12. The most important resource that gets stolen from you = attention.
  13. Success isn’t achieving something, success is enjoying achieving something.
  14. Having a routine = A commitment to improvement.
  15. Praise is the enemy of progress if handed out thoughtlessly. Praise should be a reward that’s earned through hard work.
  16. Don’t make the mistake of thinking what others want from you is what you want to give.
  17. The best thing you can do to honour life is pay attention to it.
  18. Try not to simply think outside the box, but destroy it entirely.
  19. The need to be right is the ego equivalent of being on crack. It’s both extremely addictive and extremely damaging.
  20. The great thing about momentum is that it builds naturally, like a boulder rolling down the hill. The difficult part is getting it to move in the first place.
  21. Make it your mission to be an agent of calm in the midst of chaos. When the storm settles you will be well placed to pick up the pieces and put the world back together.
  22. The beauty of a moment comes from its impermanence. The moment you cling to it, it’s destroyed.
  23. You’re either trying to be a better person or you’re not. There is no such thing as a “good person.”
  24. A deliberately easy life makes us unhappy because it makes us weaker. Conversely a deliberately difficult life makes us happy because it builds resilience. It also helps us appreciate the everyday things that most people take for granted.
  25. The arguments you have in your head are pointless if you only have them with yourself. Speak up or let go.
  26. Laughing at someone else’s expense demonstrates your own insecurities. Conversely, the ability to laugh at yourself demonstrates resilience.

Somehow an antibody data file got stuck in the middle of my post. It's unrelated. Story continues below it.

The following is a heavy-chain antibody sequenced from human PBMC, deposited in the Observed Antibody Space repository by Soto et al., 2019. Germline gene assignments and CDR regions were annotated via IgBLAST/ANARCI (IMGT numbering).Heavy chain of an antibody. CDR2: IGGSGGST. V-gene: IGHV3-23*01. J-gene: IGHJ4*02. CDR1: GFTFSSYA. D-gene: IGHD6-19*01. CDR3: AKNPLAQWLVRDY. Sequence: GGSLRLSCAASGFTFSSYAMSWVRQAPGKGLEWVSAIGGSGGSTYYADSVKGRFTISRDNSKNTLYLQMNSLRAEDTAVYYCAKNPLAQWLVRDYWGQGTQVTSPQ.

27. What matters is that we make amends for our past in the present moment for the future world.
  28. If you can improve your life knowing you already have enough, then future failures will hurt less and future successes will bring more joy.
  29. For all wannabe bloggers: Forget the numbers and speak from your heart. Forget the numbers and concentrate on making connections. Forget the numbers and enjoy the journey.
  30. If you complain you suffer twice. If you blame you deny yourself the opportunity to learn. If you give up both of those habits you’ll go far.
  31. It’s difficult to love other people if you don’t love yourself. It’s difficult to love yourself if you don’t love other people. It works both ways.
  32. Freedom demands we choose our responsibilities. The same way that having a life demands we protect it. If you want freedom of choice then you have to choose to take responsibility for your life. If you don’t, someone else will choose your responsibilities for you. The danger is they will use that for their own profit and power by forming a narrative you refused to take responsibility for forming yourself. In doing so they will shut your mind from your heart. The moment that happens you’ve lost your freedom.